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Phylum Chordata > Subphylum Vertebrate > fishes > Family Gobiidae
Ornate lagoon-goby
Istigobius ornatus
Family Gobiidae
updated Sep 2020

Where seen? This decorative and rather large goby is commonly seen on many of our shores, at low tide sheltering in pools among coral rubble, near seagrasses and living reefs. Usually seen alone, but many individuals can be spaced apart over a small area. Sometimes, lots of small ones can be seen schooling close together at low tide.

Features: Large for a goby, it grows to about 10cm. Those seen usually about 8cm. Bulbous snout that overhangs the mouth, with thick lips. On the side of the body, two rows of black or dark dashes. It is indeed ornately decorated with many red and blue speckles.

Sometimes confused with the Black-spotted lagoon-goby (Istigobius goldmanni) which has pairs of close-set round black spots along the side of the body.

Tanah Merah, Aug 11

Two rows of dark or black dashes.
 
Sometimes, a group of many small ones are seen in a pool at low tide.
St. John's Island, May 07
What does it eat? It eats small bottom-dwelling creatures.

Human uses: It commercially collected for the aquarium trade.

*Species are difficult to positively identify without close examination.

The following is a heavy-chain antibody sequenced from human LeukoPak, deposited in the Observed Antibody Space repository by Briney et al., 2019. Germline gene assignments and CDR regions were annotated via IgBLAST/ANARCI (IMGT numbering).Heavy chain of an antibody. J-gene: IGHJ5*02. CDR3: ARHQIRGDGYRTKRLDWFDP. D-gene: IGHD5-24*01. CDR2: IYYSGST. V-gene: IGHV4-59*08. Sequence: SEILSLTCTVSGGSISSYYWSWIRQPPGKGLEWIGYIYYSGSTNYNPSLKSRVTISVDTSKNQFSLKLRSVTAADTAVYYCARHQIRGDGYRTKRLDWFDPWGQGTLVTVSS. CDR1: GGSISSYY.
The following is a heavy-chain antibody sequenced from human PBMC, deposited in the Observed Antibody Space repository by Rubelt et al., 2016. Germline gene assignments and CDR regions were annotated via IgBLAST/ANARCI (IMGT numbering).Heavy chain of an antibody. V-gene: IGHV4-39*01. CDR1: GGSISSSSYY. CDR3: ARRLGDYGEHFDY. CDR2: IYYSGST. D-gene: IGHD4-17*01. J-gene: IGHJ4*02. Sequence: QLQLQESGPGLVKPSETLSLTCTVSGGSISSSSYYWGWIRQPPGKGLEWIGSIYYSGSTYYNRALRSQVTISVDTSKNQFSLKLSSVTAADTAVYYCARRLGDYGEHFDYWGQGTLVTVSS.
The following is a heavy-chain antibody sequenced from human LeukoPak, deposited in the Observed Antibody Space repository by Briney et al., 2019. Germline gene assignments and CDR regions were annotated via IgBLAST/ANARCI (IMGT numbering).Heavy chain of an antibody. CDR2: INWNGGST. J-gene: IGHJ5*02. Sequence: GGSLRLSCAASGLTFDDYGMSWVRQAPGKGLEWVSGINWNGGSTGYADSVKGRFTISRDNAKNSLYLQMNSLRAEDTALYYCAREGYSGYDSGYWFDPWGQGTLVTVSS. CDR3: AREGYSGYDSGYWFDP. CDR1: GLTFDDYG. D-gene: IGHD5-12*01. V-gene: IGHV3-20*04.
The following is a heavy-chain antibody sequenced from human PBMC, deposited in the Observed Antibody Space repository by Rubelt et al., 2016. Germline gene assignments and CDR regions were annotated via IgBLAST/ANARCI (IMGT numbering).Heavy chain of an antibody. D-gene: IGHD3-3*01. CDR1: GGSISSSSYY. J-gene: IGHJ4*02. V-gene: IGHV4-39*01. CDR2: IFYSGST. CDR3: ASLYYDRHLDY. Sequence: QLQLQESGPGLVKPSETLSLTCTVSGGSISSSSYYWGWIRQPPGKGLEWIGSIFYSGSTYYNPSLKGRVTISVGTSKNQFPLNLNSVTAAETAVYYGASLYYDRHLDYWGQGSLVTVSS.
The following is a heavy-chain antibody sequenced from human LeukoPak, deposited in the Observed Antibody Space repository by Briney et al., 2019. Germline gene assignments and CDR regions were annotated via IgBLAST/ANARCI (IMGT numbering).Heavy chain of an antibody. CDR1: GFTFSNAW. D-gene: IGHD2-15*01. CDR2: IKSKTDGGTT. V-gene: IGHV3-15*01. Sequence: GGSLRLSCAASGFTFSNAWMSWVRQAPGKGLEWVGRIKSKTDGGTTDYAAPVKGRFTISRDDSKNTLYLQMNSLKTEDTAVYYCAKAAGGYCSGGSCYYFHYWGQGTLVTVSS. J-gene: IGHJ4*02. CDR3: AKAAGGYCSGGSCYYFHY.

On this website, they are grouped by external features for convenience of display.

Ornate lagoon-gobies on Singapore shores
On wildsingapore flickr

Other sightings on Singapore shores


Berlayar Creek, Oct 15
Photo shared by Marcus Ng on facebook.


Terumbu Selegie, Jan 17

Photo shared by Toh Chay Hoon on facebook.

Terumbu Buran, Nov 10
Photo shared by Russel Low on facebook.

Links

References

  • Larson, Helen K and Kelvin K. P. Lim. 2005. A Guide to Gobies of Singapore. Singapore Science Centre. 164pp.
  • Allen, Gerry, 2000. Marine Fishes of South-East Asia: A Field Guide for Anglers and Divers. Periplus Editions. 292 pp.
  • Kuiter, Rudie H. 2002. Guide to Sea Fishes of Australia: A Comprehensive Reference for Divers & Fishermen New Holland Publishers. 434pp.
  • Lieske, Ewald and Robert Myers. 2001. Coral Reef Fishes of the World Periplus Editions. 400pp.
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